Work with the class through the next two problems and involve them in each step. Many students are quick to set up each equation but struggle with the necessary steps to solve the system. Help them see the basis of every algorithm and not just the steps in each example. My students succeed when they remember that the goal of elimination (often the preferred method when systems are in standard form) is to eliminate one of the variables. The way many students accomplish this is by creating an additive inverse or opposite term and then subtracting. In the first example, we have 4x + 1y = 9 and 6x + 1y = 13 and we can simply subtract 1y from 1y to isolate x and solve. The other examples build on this. The second requires multiplying the second equation and then subtracting and the last example requires two multiplication steps (certainly the toughest in the set).

Also prepare for the wonderful intuition that students will offer in their solutions. In the first example, students look at 4x + 1y = 9 and 6x + 1y = 13 and realize that x must equal 2 by comparing the quantities of apples and bananas purchased in each situation. Their algorithm usually requires the observation that both equations have the same number of bananas but a different number of apples. Students then realize that since the customer is buying 2 more pounds of bananas and paying 4 more dollars, those 2 pounds must cost 2 dollars each. Help students realize that this solution is equivalent to the formal process of elimination through the subtraction of equations.

When you are finished with review, introduce the concept of the lesson. Ask students to create a problem of their own. I like to spend a minute clarifying the type of problem that they should create. Students an help you and point out that each problem will require a common unit like money or weight and two variables like apples and bananas and at least two scenarios to compare. Push them a bit to think about if two scenarios will always be enough to solve a system (yes, as long as the equations are not collinear).  After I define the problem, I set up the requirements of the activity and request that students create a problem that will be challenging and humorous. I point out their entrance ticket as an example and mention that they can certainly create funnier problems. The idea is to have a cover sheet with the problem and then the solution on the back or on a separate page so that we can swap problems with another partnership. I tell students that they will have about 20 minutes to complete the activity. I ask them to start by setting up the problem first and then following with the story (which they get really into. They know we will share these and want to see their audience laugh).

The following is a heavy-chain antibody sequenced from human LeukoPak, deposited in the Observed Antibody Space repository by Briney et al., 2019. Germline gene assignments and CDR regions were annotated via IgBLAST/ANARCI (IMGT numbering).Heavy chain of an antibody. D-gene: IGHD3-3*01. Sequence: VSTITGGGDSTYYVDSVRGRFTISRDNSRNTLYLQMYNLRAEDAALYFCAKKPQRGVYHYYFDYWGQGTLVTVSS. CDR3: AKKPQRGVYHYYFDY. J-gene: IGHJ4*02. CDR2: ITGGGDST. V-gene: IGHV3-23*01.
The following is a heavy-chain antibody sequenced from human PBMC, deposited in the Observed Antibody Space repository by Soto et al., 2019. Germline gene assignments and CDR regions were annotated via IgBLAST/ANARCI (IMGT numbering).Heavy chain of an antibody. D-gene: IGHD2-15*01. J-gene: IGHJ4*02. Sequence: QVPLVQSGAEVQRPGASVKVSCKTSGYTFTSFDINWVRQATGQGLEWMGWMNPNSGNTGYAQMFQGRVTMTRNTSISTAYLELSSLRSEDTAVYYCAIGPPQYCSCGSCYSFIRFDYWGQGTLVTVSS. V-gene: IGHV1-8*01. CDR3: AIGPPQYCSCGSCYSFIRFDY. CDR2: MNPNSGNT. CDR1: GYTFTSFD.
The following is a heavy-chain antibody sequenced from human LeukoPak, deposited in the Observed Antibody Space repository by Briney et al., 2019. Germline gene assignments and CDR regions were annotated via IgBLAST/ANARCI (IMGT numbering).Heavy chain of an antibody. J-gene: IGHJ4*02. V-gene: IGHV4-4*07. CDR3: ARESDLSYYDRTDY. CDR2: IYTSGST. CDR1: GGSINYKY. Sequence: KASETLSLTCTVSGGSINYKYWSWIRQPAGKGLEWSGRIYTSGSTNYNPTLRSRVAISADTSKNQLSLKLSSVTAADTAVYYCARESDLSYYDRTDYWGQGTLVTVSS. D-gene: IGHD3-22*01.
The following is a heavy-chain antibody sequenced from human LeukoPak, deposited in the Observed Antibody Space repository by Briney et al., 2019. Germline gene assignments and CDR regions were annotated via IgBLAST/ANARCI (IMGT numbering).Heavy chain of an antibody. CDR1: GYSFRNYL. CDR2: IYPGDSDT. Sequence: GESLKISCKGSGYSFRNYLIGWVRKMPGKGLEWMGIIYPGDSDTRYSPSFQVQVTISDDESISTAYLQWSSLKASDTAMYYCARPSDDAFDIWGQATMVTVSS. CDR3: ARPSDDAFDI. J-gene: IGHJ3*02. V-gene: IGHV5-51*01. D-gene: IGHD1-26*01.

20 minutes